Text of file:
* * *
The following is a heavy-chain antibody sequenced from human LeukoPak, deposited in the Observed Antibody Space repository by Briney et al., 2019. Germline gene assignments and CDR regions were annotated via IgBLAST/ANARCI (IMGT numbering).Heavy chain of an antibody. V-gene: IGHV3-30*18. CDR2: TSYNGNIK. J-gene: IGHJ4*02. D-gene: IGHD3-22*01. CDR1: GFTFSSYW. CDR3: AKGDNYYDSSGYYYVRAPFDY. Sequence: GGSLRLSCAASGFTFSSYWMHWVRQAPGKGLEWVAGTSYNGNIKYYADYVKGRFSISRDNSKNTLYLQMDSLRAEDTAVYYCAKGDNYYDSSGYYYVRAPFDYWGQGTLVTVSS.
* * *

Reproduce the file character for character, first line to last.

The following is a heavy-chain antibody sequenced from human LeukoPak, deposited in the Observed Antibody Space repository by Briney et al., 2019. Germline gene assignments and CDR regions were annotated via IgBLAST/ANARCI (IMGT numbering).Heavy chain of an antibody. V-gene: IGHV3-30*18. CDR2: TSYNGNIK. J-gene: IGHJ4*02. D-gene: IGHD3-22*01. CDR1: GFTFSSYW. CDR3: AKGDNYYDSSGYYYVRAPFDY. Sequence: GGSLRLSCAASGFTFSSYWMHWVRQAPGKGLEWVAGTSYNGNIKYYADYVKGRFSISRDNSKNTLYLQMDSLRAEDTAVYYCAKGDNYYDSSGYYYVRAPFDYWGQGTLVTVSS.